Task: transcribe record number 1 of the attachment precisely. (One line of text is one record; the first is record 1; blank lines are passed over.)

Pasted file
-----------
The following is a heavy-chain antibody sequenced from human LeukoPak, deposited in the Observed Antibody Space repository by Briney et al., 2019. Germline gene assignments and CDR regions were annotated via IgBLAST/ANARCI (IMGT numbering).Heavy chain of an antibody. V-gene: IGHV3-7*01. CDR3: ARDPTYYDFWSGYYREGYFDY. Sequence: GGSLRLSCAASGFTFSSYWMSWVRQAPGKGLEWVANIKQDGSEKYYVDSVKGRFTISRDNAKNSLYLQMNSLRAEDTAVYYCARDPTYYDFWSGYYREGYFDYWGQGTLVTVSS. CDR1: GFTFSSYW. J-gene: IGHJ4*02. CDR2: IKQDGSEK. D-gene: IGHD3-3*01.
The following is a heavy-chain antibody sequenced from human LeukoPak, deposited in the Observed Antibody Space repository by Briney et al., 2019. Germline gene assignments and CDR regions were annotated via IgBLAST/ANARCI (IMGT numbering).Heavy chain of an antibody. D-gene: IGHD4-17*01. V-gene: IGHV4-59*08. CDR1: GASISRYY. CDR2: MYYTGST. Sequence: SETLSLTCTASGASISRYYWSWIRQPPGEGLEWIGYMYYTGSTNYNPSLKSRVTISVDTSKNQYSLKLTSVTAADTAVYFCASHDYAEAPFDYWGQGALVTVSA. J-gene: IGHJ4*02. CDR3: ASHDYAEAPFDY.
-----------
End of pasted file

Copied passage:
The following is a heavy-chain antibody sequenced from human LeukoPak, deposited in the Observed Antibody Space repository by Briney et al., 2019. Germline gene assignments and CDR regions were annotated via IgBLAST/ANARCI (IMGT numbering).Heavy chain of an antibody. V-gene: IGHV3-7*01. CDR3: ARDPTYYDFWSGYYREGYFDY. Sequence: GGSLRLSCAASGFTFSSYWMSWVRQAPGKGLEWVANIKQDGSEKYYVDSVKGRFTISRDNAKNSLYLQMNSLRAEDTAVYYCARDPTYYDFWSGYYREGYFDYWGQGTLVTVSS. CDR1: GFTFSSYW. J-gene: IGHJ4*02. CDR2: IKQDGSEK. D-gene: IGHD3-3*01.